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School plays a significant role in reducing child marriage in Africa.

Schools can offer safe and supportive environments to young women that are free from discrimination, harassment, and violence. : “Uganda_25” by Matt Lucht is available at CC by 2.0 Schools can offer safe and supportive environments to young women that are free from discrimination, harassment, and violence. : “Uganda_25” by Matt Lucht is available at CC by 2.0

School plays a significant role in reducing child marriage in Africa.

Amina, from a rural village in Nigeria, was 13 when she was married to a wealthy man in his 50s who already had three wives and several children.

Amina married the man after the death of her own father. When she did, her dreams of becoming a doctor evaporated.  Her life changed in other ways too. She was subjected to physical and emotional abuse. She became a mother at an age when some of her peers were in junior high school. Amina’s new husband refused to allow her to continue her education. She felt trapped in a life she never wanted.

Child marriage is an intractable challenge in many countries, particularly in sub-Saharan Africa. One of the main challenges in ending the practice is related to the social context in which child marriage occurs.

Studies show that girls as young as 10 are forced to marry older men, often against their will, and are expected to bear children and perform household chores. Many may choose to elope or marry because of a lack of opportunities.

The emotional impact of child marriage on girls like Amina is devastating. They are denied their childhood, their dreams and their freedom. They are forced into a life of servitude and are often subjected to abuse and exploitation. Raising awareness about this issue and working towards ending the various factors associated with child marriage are essential.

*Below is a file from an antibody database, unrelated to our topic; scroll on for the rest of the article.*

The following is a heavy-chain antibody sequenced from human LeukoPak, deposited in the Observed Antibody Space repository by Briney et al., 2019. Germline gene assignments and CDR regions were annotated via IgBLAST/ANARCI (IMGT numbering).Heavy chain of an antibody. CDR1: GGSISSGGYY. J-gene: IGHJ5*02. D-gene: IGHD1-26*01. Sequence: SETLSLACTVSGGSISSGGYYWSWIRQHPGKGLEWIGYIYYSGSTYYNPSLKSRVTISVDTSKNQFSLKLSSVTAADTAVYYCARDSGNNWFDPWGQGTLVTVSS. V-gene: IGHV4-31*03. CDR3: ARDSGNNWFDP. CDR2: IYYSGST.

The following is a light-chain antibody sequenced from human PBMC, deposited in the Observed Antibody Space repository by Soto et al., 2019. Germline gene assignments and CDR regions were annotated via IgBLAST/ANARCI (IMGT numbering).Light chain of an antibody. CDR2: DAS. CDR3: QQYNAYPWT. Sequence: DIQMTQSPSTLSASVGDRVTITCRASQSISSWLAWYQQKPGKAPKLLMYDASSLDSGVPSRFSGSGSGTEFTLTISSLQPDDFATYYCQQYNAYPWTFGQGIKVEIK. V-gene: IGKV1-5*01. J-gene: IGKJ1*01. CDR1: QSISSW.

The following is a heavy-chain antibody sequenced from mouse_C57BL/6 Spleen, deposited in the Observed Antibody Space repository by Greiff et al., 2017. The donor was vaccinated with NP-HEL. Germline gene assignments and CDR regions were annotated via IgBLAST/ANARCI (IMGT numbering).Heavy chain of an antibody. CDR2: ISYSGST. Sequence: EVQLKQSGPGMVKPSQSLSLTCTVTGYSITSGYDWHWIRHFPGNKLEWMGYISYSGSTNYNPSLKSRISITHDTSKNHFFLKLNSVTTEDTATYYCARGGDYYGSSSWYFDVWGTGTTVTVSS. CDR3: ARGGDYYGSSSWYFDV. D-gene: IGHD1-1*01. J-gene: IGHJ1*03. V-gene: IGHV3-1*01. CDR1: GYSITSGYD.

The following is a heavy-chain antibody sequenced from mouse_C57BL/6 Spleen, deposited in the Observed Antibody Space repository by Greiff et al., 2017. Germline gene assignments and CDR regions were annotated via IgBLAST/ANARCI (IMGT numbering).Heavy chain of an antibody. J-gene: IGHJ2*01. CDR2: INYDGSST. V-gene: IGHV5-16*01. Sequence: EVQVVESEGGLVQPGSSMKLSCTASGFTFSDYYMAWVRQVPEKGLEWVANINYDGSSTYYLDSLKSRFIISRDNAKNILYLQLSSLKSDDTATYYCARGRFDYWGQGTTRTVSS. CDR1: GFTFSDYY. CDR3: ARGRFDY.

Child marriage is a complex issue deeply rooted in social, cultural and economic factors in many African countries. However, there are policies and programs targeted at giving equal opportunities to young women to bridge the inequality gap while other programs have focused on changing the social norms surrounding child marriage.

These programs don’t always work. One study highlighted how improved opportunities for girls in Malawi, for example, has not translated into a reduction in child marriages.

Data on child marriage remains limited, especially during COVID, although UNICEF reports show young girls from Ethiopia, Mozambique, Uganda and Zambia were at risk of child marriage during the pandemic. This lack of data makes it difficult to predict whether countries have had a reduction in the practice. While some countries have taken steps to prevent it during the pandemic, the long-term impact of the pandemic on child marriage rates is still unclear.

There is evidence to suggest child marriage rates may have actually increased during the pandemic. The significant impact the pandemic had on the global economy had a direct impact on the main reason for child marriage: poverty.

Economic instability has often resulted in child marriages because families tend to marry off their daughters to offset financial burdens, ensure economic stability in the household or strengthen their positions in the community.